16. Thanks for the breakdown, great to see how others deploy their capital.

    I am comfortable with our diversification right now, our only hole is not having a rental property and our home is a decent amount of our net worth (but the % drops every month as our investments increase)

  17. Really interesting to read the full breakdown. Thanks for sharing the details and background on everything!

    Out of curiosity, is this an asset allocation that you targeted or one that you sort of stumbled into? Or something in between (e.g. you targeted the stocks/bonds/REITs portion and just gradually built up the rest)?

    • You’re right. I target the stocks/bonds/REITsportion. If we take out the rentals, primary residence, and personal property, our asset allocation would look something like this.
      US stocks: 50%
      International stocks: 20%
      Bonds: 20%
      Alternatives: 10%

  18. You’re extremely nicely diversified Joe – lots of different asset classes, I think you’re right on the money.

    As long as your choices in your dividend stocks are good I can’t see any long term problems.

    Perhaps consider how geographically diverse you are?


    • Our rentals are all local. That’s one big reason why I want to diversify into REIT. Portland has been great over these last few years, but who knows when it will crash. Previous housing crashes were long and deep…

  19. It sure looks like you are well diversified Joe! We own no REIT’s yet but are considering that next. It’s great that you have a place in Asia already as a home base if you relocate for a few years. We have a heck of a time coming up with net worth statements due to our pensions (two of them). We get one now (hubby) and we’ll get mine in 5 years. We’d look like we have a LONG way to go to FI if I didn’t include those in our net worth. It actually prevented me from “announcing” FI because of how to include it.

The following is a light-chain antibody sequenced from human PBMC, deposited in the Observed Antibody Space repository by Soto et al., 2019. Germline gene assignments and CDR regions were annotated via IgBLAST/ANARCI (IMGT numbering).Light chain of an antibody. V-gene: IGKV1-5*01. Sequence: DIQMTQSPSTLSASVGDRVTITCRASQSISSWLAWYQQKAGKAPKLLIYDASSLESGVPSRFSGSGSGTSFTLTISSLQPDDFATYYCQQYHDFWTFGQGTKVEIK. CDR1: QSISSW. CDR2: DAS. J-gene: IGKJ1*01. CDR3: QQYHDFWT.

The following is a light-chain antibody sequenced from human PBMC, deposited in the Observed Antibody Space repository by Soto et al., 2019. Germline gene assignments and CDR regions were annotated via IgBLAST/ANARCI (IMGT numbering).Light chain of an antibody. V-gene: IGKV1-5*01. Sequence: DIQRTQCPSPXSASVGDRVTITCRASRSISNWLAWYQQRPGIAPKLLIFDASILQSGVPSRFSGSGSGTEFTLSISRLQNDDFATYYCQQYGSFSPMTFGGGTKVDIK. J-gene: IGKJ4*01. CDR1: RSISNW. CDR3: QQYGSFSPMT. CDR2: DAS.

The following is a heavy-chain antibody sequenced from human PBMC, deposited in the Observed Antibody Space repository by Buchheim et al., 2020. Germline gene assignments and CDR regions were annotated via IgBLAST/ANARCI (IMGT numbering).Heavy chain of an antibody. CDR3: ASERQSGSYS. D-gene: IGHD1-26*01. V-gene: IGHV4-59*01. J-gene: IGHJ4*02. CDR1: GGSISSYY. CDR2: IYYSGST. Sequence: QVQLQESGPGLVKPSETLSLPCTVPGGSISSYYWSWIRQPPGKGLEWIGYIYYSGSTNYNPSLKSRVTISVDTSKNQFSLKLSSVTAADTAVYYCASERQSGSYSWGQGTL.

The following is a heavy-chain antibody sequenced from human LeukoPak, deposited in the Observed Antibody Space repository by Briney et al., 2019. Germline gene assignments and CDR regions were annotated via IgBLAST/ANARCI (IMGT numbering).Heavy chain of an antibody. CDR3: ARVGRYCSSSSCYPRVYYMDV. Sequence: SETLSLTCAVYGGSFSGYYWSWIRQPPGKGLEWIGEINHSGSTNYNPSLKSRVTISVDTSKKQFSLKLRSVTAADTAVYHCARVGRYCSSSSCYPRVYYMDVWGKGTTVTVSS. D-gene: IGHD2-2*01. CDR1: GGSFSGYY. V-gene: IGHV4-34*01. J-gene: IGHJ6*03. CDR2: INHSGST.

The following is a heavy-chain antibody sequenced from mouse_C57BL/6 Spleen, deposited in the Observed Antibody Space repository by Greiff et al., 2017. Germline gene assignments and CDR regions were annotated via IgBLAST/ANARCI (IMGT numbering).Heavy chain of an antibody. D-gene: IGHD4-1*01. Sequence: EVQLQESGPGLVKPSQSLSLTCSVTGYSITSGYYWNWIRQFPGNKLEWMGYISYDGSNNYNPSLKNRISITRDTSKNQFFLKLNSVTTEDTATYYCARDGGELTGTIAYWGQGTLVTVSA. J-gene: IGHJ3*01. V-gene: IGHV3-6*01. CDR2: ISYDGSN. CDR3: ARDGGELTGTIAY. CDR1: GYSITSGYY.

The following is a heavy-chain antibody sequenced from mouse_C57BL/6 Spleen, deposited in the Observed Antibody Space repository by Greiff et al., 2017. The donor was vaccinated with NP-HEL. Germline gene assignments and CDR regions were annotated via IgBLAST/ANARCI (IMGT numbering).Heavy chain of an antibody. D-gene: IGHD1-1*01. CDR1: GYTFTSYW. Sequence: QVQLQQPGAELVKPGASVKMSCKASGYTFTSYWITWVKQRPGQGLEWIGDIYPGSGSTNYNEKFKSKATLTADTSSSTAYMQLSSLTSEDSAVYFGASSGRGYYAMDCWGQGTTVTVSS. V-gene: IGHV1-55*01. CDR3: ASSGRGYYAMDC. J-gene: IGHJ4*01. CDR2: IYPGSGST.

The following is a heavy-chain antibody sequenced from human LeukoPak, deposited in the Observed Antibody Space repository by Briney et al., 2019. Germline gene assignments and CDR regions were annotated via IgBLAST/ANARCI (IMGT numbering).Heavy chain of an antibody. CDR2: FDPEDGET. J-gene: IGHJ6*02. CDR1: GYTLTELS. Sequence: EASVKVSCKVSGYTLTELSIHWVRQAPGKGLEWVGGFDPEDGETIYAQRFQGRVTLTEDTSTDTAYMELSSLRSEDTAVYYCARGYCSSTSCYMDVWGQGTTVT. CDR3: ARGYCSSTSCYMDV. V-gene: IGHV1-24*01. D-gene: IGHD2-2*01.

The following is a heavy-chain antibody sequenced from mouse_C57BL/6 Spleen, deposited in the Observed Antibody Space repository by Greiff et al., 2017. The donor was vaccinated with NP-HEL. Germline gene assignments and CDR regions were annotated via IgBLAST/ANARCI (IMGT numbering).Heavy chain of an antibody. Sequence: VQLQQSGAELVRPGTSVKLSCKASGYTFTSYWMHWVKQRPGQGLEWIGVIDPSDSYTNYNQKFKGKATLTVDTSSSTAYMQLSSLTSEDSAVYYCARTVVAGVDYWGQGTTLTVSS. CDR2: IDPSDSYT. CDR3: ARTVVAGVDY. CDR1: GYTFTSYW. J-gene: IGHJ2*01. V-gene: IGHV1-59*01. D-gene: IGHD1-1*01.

• Hi Vicki, I had the same problem re: pension valuation. Tried net present value calculations and that gave me a marker. Then I just decided to base the 25X number on the expenses not covered by pension. So if total expenses per year are $30K and the pension covers $15K? Then I’m looking for a net worth of at least $15K x 25 or $375,000.

  20. Great blog post. I see you’re @ 6% on your REIT. That’s a good number, but I wouldn’t go any higher than that. I keep reading negative things from good sources about them.
    How about that beloved S&P going gangbusters the past few years. God Bless America! : )

    • REIT has been a great investment over the last few years too. They are probably overvalued now. The next real estate correction would do a number on them. The inevitable interest rate increase would impact REIT too. I don’t have any mortgage based REIT so I think we are okay for the most part.